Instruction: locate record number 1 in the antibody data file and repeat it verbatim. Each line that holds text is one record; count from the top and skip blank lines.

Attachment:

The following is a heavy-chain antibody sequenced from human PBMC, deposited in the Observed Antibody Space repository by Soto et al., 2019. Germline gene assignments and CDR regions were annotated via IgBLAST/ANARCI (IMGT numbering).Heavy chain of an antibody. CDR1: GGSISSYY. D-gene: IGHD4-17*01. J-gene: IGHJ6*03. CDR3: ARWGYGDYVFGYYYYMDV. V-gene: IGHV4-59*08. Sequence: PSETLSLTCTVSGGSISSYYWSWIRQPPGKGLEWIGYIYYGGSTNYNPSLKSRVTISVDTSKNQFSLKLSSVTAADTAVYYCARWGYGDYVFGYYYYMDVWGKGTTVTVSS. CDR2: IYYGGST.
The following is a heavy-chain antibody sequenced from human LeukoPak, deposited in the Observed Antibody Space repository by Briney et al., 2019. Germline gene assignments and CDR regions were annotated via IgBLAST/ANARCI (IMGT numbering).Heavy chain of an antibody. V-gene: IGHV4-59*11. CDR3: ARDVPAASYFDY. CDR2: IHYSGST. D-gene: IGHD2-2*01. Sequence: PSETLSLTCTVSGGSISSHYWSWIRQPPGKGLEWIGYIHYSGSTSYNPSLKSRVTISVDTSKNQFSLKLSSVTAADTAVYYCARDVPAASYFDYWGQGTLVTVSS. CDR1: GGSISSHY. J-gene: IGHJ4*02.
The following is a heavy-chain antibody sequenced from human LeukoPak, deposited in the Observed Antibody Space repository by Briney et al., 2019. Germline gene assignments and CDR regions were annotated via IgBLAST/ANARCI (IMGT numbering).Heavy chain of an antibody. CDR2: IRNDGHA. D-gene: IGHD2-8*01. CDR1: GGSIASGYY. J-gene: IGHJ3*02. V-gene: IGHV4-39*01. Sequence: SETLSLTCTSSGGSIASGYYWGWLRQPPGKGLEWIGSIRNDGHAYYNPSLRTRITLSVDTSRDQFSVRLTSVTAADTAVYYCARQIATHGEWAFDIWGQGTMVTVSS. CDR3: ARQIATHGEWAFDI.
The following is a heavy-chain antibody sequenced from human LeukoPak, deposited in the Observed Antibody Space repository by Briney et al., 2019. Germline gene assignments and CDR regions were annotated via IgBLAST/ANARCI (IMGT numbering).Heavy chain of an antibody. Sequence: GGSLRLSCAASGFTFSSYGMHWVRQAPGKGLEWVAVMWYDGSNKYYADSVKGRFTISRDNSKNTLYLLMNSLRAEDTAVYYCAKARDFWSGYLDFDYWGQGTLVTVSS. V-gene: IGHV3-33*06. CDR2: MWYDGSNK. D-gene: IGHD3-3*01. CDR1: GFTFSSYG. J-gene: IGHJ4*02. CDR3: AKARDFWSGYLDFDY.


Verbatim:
The following is a heavy-chain antibody sequenced from human PBMC, deposited in the Observed Antibody Space repository by Soto et al., 2019. Germline gene assignments and CDR regions were annotated via IgBLAST/ANARCI (IMGT numbering).Heavy chain of an antibody. CDR1: GGSISSYY. D-gene: IGHD4-17*01. J-gene: IGHJ6*03. CDR3: ARWGYGDYVFGYYYYMDV. V-gene: IGHV4-59*08. Sequence: PSETLSLTCTVSGGSISSYYWSWIRQPPGKGLEWIGYIYYGGSTNYNPSLKSRVTISVDTSKNQFSLKLSSVTAADTAVYYCARWGYGDYVFGYYYYMDVWGKGTTVTVSS. CDR2: IYYGGST.